Bestselling American author, Jodi Picoult describes her as an exquisite writer, so the assumption is justified, however, Nicole dispels it when I meet her to chat about her book while she’s on her book tour in South Africa.
She never thought of writing as a career when she first started inscribing book chapters in her journals.
She was a public health researcher doing HIV research at Colombia University prior to becoming a published author of two books, her debut novel, Here Comes the Sun and her latest release, Patsy.
Fellow author Candice Carey-Williams labels her newest book as a blissful read which "explores in such a textured, taut way what in love is gained, and what or who is left behind".
It was Nicole's wife who was the first to affirm her talent for the literary arts and suggested she enroll for a Master of Fine Arts.
This was the first step that the Jamaican-born author took towards creating a career that she hopes will eventually emulate that of acclaimed author, Toni Morrison.
She started off her writing career as a freshman (first year) teacher at the College of Staten Island in New York where she taught writing. It was a daunting time for Nicole who was used to the fact-based field of medicine.
“I switched careers. It was so scary. With art, it’s so subjective because people either love or hate you so I knew I was going to shaky ground. But the yearning I had helped me put all my energy into my writing and luckily Here Comes the Sun did well and opened doors for Patsy,” Nicole says.
At this time, she had already started writing Here Comes the Sun, oblivious of the imminent success of the would-be-novel which ignites conversation (and reform) around pivotal issues of our time such as racism, sexism, colourism, displacement, child trafficking, abandonment and immigration.
Patsy is a story of a mother who struggles to give and find love in various relationships in her life, including those with her daughter, mother and best friend.
She never wanted a child so when she was pregnant with her daughter, Tru, and contemplated having an abortion, Patsy's staunch Christian mother threatened to have her thrown in jail as abortion is illegal in Jamaica and an abomination to the church.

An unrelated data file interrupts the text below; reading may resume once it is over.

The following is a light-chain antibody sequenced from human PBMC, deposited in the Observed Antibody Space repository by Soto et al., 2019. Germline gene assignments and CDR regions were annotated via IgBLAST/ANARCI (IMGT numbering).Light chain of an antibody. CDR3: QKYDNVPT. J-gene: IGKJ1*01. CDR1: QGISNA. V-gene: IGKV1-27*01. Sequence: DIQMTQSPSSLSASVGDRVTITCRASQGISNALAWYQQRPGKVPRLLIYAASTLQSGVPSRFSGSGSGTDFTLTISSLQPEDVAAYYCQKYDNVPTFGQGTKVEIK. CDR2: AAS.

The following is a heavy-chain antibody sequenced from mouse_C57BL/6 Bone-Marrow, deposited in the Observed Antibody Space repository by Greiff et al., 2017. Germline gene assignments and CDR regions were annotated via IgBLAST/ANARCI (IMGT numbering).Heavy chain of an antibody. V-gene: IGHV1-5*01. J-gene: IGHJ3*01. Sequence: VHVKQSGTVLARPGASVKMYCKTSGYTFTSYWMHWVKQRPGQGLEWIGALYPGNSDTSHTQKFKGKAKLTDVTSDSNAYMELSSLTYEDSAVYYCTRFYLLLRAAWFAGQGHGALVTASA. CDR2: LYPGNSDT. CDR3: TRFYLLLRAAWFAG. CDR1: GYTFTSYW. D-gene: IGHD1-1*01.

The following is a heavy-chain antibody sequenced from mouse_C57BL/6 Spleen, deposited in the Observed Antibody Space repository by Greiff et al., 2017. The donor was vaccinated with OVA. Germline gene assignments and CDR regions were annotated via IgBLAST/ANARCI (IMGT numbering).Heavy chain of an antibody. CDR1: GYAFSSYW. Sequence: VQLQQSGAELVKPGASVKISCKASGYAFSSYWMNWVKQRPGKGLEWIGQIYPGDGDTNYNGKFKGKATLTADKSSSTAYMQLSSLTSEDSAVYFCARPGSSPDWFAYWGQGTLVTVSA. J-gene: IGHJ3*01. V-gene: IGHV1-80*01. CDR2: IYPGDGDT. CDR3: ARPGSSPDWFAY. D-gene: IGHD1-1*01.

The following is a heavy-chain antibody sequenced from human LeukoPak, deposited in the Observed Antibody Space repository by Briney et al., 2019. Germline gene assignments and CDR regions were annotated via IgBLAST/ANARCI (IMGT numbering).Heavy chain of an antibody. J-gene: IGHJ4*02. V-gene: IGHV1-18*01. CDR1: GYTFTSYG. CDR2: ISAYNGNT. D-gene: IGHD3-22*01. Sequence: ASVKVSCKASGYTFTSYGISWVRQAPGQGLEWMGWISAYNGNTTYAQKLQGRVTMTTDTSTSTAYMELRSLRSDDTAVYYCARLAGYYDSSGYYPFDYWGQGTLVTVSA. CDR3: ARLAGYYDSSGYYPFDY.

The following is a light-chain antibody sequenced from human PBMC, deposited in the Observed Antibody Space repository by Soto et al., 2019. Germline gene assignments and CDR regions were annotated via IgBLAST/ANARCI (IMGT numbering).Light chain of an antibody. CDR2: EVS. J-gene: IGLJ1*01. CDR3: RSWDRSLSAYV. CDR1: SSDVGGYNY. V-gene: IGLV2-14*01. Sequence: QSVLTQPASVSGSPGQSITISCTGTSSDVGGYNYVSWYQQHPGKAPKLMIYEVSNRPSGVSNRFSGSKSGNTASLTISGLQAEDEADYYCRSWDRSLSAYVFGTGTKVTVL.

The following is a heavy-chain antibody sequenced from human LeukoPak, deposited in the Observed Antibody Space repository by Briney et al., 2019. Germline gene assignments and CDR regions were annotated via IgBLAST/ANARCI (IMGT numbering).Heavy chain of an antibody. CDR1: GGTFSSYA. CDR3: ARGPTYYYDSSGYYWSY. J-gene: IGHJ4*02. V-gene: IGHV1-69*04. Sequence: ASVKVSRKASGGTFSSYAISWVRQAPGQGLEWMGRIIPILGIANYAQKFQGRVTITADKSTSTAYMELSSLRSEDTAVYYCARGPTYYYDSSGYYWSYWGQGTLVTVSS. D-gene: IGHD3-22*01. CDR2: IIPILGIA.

Inopportunely, neither the pregnancy nor the arrival of the newborn cemented a bond between the regretful mother and daughter.
Early in the book, Patsy’s struggle with love and rejection is laid bare when Nicole writes:
Truth be told, she (Patsy) never loved her daughter like she’s supposed to, or like her daughter loves her. Tru’s love for her – an unconditional love that Patsy didn’t earn or deserve – seems unfair. Everything Patsy does or says to Tru is taken with wide-eyed acceptance. Sometimes Patsy finds herself wanting to crush the image of herself that she sees at the center of her daughter’s eye.
Patsy leaves her country of birth, Jamaica, just as Nicole did, to live in the US in search of a better life and in the hopes of reconnecting with her best friend and secret lover, Cicely – a character who introduces the contentious issues of colourism, sexuality and classism to the already weighty novel.
We’re taken on a journey that’s often topsy-turvy until Patsy has her proverbial ‘aha moment’ following a short-lived, yet tragic, encounter with another immigrant.
A turning point for Patsy, Nicole describes the moment as one which “forces her (Patsy) to seek herself and navigate America in a different way… it forces her to redirect her energy in the best way that she can.”
Perhaps this new novel is about unrequited love, I suggest to Nicole in a fragile attempt to package the various moments in the book into a genre.
Though reluctant to place her books in any category, Nicole explains the sort of love one can expect to encounter in the life of the protagonist, Patsy.
“It’s interesting that the book tackles the heartbreak of when a mother doesn’t want you (as her child). Unrequited love is seen in claiming a country that doesn’t claim you back, this is the heartbreak of every working-class or marginalized person in a country. It is also the heartbreak of an immigrant in a new country who feels they are there for betterment, but no one wants them there. It’s the kind of heartbreak that permeates all of us,” she says.
Nicole has poured a lot of herself into the characters in her book.
She recollects how she used to love her home country, Jamaica and never quite felt accepted and coming out as a black lesbian in a country where someone like her was "dismissed".
When she moved to the US, she still faced diverse prejudices and living in a female body was still a problem.
For those longing to connect with a woman on a path of discovery and travel with her on a passionate, fiery and unapologetically honest voyage, Patsy is a superb book to read.
Just like Patsy did, it is highly likely that you’ll awaken to the reality that your struggles are not isolated and circumvent culture and geography.
Patsy by Nicole Dennis-Benn is published by Oneworld and distributed in South Africa by Jonathan Ball Publishers. RRP: R325.
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